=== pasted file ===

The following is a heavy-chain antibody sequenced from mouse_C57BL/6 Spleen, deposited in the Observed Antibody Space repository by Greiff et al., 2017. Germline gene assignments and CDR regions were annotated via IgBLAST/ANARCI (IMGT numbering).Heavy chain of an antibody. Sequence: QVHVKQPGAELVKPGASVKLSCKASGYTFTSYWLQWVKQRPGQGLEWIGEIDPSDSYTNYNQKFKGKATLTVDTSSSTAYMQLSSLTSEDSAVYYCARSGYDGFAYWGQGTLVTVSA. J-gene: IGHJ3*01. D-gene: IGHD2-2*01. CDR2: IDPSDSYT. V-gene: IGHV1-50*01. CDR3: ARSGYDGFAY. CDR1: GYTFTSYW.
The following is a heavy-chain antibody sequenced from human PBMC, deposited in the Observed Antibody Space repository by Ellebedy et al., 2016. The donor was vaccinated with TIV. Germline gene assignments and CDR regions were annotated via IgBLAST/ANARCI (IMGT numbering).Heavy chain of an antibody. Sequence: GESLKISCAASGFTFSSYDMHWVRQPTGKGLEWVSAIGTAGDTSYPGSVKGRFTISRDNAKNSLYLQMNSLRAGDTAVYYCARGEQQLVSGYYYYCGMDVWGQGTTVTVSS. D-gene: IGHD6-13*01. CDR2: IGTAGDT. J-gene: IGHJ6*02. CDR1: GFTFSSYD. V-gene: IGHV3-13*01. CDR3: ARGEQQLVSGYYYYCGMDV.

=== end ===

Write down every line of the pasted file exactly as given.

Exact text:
The following is a heavy-chain antibody sequenced from mouse_C57BL/6 Spleen, deposited in the Observed Antibody Space repository by Greiff et al., 2017. Germline gene assignments and CDR regions were annotated via IgBLAST/ANARCI (IMGT numbering).Heavy chain of an antibody. Sequence: QVHVKQPGAELVKPGASVKLSCKASGYTFTSYWLQWVKQRPGQGLEWIGEIDPSDSYTNYNQKFKGKATLTVDTSSSTAYMQLSSLTSEDSAVYYCARSGYDGFAYWGQGTLVTVSA. J-gene: IGHJ3*01. D-gene: IGHD2-2*01. CDR2: IDPSDSYT. V-gene: IGHV1-50*01. CDR3: ARSGYDGFAY. CDR1: GYTFTSYW.
The following is a heavy-chain antibody sequenced from human PBMC, deposited in the Observed Antibody Space repository by Ellebedy et al., 2016. The donor was vaccinated with TIV. Germline gene assignments and CDR regions were annotated via IgBLAST/ANARCI (IMGT numbering).Heavy chain of an antibody. Sequence: GESLKISCAASGFTFSSYDMHWVRQPTGKGLEWVSAIGTAGDTSYPGSVKGRFTISRDNAKNSLYLQMNSLRAGDTAVYYCARGEQQLVSGYYYYCGMDVWGQGTTVTVSS. D-gene: IGHD6-13*01. CDR2: IGTAGDT. J-gene: IGHJ6*02. CDR1: GFTFSSYD. V-gene: IGHV3-13*01. CDR3: ARGEQQLVSGYYYYCGMDV.